For the 10th time since 2008,important delegatesrepresentingthe Governments of Bhutan and Indiaalong with conservation NGOs of the region met in Guwahati, Assam.The landmark meeting was held on 21st-22nd June 2016 to discuss Conservation of Biodiversity- Issues and Opportunities in the large Transboundary Landscape between India and Bhutan across the International Boundary from the river Sankoshinthe west to the River Dhansiri in the east, referred to as the TransboundaryManas Conservation Area (TraMCA). In India, it includes the Manas Tiger Reserveandin Bhutan, the forested areas of south covering the Royal Manas National Park, Phipsoo Wildlife Sanctuary and Jomotshangkha Wildlife Sanctuary. The Ecosystem Services provided by TraMCAsupports a total human population of over 10 million overIndia and Bhutan.
This meeting hadthe delegates taking stock of the status of implementation of the work plan developed for the region and also discussing aboutthe emerging issues specially with reference toproposed developmental activitieshaving potential negative impact and continued anthropogenic pressure on the forest resources. The delegates expressed their concerns on ongoing deforestation activities in the TraMCAlandscape and expressed the need for scaled up governmentefforts to arrest deforestation on an urgent basis. Restoration of the denudated forest areas and their protection was also discussed as the only possibility of regaining lost habitats. It is worth mentioning here that Manas Tiger Reserve has already lost about 40% of its forest cover to encroachments and development activities, since it was declared a Tiger Reserve in 1973. Mr. D.P. Bankhwal, IG Forest, National Tiger Conservation Authority (NTCA), Guwahati says, “Ecosystems are like Humpty Dumpty. If the balance is lost, it is lost forever. No amount of riches or power can bring it back.”
The meeting was also addressed by Mr. D. Mathur,PCCF & HOFF, Assam, who appreciated the effort of the Indian and Bhutanese in bringing the group together which is now well recognized internationally. He has also assured all support to see its progress further. A Swargowari, CHD, Forest Department of Bodoland Territorial Council expressed that the TraMCAconcept that gained momentum during the last six years is moving in right direction due to the effort of all the stakeholders.
The delegation from Bhutan, lead by TenzinWangchuk, Park Manager, Royal Manas National Park has expressed concerns with current and proposed developments in the landscape and emphasised on further strengthening the collaboration of the TraMCApartners to achieve its long term goals.
In the meeting, a report on joint monitoring of tigers was also released by Mr Mathur. The report presents the finding of joint monitoring of tigers in both Manas National Park, India and Royal Manas National Park, Bhutan. The study identified 21 individual tigers in the study area that covered approx. 600 sq km of India and Bhutan Manas in TraMCA. The study also found four individual tigers that are common to Bhutan and India Manas, indicating that the connectivity is crucial in the TraMCAregion to protect tiger as well as other biodiversity of the area. A previous study in the TraMCA in 2011-12 reported 14 individual tigers. The study was carried out during February-May 2015 simultaneously in India and Bhutan across the boundary by Forest officials and researchers from Aaranyak and WWF.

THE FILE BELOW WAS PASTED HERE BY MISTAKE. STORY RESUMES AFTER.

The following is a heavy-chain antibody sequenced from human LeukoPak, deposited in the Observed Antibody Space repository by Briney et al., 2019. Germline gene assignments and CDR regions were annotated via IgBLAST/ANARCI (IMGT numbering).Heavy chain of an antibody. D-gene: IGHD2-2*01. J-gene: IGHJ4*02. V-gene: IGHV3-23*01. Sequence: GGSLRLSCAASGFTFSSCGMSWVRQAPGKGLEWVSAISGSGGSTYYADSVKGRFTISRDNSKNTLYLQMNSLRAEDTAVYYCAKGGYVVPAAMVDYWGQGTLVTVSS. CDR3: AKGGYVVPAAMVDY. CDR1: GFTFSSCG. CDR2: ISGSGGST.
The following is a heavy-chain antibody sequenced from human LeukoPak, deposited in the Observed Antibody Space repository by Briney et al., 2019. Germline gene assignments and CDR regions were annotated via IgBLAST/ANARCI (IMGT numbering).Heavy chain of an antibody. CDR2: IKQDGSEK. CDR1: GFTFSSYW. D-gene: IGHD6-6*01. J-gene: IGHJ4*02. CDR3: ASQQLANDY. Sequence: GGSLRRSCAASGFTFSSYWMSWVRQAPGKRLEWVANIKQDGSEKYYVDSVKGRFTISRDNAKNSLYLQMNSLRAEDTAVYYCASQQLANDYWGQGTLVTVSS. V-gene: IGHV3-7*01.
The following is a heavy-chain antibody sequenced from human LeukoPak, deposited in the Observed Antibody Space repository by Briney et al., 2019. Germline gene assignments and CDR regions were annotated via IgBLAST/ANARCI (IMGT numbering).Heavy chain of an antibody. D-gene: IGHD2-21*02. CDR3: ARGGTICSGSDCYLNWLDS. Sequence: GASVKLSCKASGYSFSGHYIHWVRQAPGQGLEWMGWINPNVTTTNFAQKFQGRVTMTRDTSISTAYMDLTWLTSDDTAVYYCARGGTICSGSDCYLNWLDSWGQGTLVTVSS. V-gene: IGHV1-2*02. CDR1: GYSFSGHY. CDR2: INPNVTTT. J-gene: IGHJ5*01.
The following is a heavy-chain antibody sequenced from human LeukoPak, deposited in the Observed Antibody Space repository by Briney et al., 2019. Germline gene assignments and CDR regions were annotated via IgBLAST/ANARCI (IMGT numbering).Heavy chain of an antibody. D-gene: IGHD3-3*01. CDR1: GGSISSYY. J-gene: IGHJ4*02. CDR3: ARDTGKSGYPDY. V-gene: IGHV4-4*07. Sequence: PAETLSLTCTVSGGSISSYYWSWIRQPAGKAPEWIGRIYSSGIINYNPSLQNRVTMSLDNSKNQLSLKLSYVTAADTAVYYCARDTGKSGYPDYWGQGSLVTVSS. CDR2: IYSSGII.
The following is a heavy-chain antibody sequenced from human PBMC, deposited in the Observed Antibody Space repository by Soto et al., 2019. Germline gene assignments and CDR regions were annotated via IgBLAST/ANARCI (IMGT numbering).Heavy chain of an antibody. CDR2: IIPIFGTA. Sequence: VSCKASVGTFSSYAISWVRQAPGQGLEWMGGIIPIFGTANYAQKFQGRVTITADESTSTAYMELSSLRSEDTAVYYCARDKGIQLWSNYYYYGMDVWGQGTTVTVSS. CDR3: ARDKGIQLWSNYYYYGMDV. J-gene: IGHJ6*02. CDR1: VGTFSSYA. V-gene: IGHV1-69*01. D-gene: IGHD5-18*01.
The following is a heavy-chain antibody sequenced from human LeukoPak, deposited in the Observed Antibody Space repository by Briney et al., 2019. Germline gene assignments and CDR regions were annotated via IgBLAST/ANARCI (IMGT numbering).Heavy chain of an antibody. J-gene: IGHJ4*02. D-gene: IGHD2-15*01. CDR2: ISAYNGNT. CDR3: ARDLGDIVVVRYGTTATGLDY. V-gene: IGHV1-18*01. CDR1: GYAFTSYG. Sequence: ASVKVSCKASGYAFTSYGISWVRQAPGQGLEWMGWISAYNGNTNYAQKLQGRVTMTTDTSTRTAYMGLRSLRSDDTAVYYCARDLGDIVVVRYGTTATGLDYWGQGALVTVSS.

No facet of conservation in TraMCAwas left behind in this discussion which included delegates from agencies ranging from tourism, wildlife conservationists and biologists to government agencies. The following are a few salient discussion points of the meeting.
Tiger Conservation as an umbrella for accentuating the overall conservation status of the area was discussed. Besides discussing Tiger Protection, extensive discussions about Elephant conservation, Leopard and Ungulate species Monitoring, restoration of habitats, Control of invasive species. Besides, the idea of jointly monitoring Elephants by Radio Collaring was seen to gain great support from delegates of both India and Bhutan.
A variety of issues ranging from habitat loss, unregulated tourism, water unavailability, wildlife causalities, etc. were discussed in the meeting. However, a recent proposal by the Indian Government to have a highway constructed along the Indo-Bhutan International Border was discussed in most detail. The grave implications that such a linear structure may have on the fragile ecological balance of the area were discussed. Such developmental activities would bifurcate the contiguous habitats and adversely affect wildlife, which in turn will bring in severe ecological affects including water availability and agriculture regimes of the TraMCA region.
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